Maciej Albinowski and Piotr Lewandowski of Poland’s Institute for Structural Research (IBS) analysed demographic and industry-level data in 14 European economies between 2010 and 2018, finding that robotisation and ICT have altered the demographic structure of employment in Europe. Among those benefitting from the digital revolution that’s reshaping European economies, young and middle-aged women(20-49 years old) are the biggest winners, the study found.
“We found that technology adoption has significant effects on the employment shares of various demographic groups, while the effects on wages are statistically insignificant,” said Maciej Albinowski. “Investment in ICT played a visibly larger role in explaining changes in the demographic structure of employment in Europe than robot adoption.”
The study’s findings are important for calibrating public policies, including the support for lifelong learning and the design of pension systems, as the digitalisation of European economies accelerates. Thus far little has been known about the impact of technological disruption on various gender and age groups, even as the value of ICT capital per worker in Europe increased by 91% from 2000 to 2019, while robot exposure, measured by the number of industrial robots per 1,000 workers, jumped by 140%.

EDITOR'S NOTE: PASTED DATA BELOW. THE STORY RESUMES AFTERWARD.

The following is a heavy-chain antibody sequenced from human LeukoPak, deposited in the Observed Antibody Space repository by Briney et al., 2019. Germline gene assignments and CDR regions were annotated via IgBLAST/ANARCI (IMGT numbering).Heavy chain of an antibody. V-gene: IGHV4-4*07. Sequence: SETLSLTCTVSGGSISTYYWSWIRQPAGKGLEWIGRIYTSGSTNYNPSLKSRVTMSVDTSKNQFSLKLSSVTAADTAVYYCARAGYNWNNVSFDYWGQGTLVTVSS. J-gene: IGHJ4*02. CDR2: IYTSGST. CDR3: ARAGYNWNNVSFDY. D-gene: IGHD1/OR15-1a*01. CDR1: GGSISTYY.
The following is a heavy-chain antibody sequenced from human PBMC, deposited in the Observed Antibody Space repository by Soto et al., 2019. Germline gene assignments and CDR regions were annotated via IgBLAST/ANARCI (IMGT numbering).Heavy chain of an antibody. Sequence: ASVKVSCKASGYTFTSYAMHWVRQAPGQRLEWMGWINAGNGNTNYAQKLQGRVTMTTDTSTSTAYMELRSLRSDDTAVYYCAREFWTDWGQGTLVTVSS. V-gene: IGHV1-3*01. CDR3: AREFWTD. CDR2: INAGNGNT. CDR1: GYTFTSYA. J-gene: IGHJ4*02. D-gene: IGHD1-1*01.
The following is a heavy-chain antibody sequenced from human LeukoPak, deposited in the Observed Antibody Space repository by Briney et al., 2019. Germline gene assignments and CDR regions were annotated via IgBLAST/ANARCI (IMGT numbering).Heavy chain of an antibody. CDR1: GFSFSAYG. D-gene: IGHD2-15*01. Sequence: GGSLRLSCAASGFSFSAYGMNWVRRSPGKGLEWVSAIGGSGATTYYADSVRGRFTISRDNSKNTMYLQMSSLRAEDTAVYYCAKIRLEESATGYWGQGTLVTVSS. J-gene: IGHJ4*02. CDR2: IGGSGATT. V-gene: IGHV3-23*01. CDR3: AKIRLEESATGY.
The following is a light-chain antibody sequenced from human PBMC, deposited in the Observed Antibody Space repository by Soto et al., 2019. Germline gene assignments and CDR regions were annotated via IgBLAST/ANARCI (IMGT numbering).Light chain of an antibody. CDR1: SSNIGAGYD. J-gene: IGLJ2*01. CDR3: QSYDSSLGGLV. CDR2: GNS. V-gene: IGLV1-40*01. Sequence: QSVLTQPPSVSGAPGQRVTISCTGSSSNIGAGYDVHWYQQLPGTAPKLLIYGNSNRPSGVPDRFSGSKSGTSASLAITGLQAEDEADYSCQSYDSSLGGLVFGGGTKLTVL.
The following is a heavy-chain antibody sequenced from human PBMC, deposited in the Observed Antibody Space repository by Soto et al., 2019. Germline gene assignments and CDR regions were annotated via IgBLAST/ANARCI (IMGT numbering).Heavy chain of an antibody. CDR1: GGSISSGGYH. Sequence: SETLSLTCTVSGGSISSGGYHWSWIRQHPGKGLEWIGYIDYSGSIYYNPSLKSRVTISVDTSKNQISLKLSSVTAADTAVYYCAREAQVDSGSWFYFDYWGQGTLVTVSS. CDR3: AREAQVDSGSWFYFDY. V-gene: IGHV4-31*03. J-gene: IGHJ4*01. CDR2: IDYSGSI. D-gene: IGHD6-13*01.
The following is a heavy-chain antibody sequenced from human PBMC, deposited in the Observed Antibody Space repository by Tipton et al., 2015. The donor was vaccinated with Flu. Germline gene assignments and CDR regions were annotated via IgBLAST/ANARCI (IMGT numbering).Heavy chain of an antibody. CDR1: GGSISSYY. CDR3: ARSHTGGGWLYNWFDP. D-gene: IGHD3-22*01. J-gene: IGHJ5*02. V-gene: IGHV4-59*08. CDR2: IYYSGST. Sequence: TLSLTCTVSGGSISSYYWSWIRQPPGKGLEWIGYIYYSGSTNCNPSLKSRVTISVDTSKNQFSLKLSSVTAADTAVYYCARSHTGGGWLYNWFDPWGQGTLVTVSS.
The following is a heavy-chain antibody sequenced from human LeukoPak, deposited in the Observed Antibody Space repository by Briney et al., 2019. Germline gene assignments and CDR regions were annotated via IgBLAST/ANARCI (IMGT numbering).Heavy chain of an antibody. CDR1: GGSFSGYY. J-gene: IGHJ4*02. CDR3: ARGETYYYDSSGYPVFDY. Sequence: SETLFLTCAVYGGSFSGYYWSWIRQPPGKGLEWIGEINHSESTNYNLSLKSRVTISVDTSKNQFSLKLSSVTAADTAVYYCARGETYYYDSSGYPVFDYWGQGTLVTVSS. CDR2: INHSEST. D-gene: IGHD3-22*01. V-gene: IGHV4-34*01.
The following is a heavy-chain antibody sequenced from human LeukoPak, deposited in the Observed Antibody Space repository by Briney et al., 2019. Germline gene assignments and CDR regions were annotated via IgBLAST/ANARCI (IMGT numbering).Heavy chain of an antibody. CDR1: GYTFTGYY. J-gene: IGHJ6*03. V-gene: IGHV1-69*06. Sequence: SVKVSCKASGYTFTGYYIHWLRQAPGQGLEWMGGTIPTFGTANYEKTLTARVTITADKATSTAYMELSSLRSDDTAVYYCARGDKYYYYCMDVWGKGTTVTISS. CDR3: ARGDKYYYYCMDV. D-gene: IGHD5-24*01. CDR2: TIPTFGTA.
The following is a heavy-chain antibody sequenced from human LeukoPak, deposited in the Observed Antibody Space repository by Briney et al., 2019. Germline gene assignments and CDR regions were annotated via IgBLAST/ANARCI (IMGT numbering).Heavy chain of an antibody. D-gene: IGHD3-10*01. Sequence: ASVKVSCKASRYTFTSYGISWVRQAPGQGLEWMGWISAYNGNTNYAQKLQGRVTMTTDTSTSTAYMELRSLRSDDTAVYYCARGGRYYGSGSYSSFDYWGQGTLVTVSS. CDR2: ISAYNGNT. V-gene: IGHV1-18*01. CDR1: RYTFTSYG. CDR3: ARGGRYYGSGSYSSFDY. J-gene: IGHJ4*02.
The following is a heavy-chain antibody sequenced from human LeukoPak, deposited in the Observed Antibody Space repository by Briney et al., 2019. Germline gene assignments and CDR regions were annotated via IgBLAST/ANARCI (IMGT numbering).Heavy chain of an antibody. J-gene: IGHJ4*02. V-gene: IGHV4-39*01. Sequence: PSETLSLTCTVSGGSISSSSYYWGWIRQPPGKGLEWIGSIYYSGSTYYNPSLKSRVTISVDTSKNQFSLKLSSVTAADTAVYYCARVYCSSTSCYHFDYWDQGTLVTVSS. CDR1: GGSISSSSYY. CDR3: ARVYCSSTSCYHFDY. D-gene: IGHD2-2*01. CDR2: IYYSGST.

The two types of technology affected demographic groups differently. ICT investments endangered the jobs of women employees over 60, while robots ended up taking jobs from male workers aged 30-49.
“The negative effects of ICT investments on older women may be explained by lower IT literacy in this group,” Lewandowski said. “Meanwhile, the negative employment effects of robot adoption are concentrated among men aged 20-49 performing routine manual tasks. Fortunately, the overall effects of technology adoption on men aged 20-29 are neutralized by the fact that they manage to find employment in other types of occupations.”
Maciej Albinowski, Piotr Lewandowski (2022). The impact of ICT and robots on labour market outcomes of demographic groups in Europe (Deliverable 3.1). Leuven: UNTANGLED project 1001004776 – H2020.
The paper is available here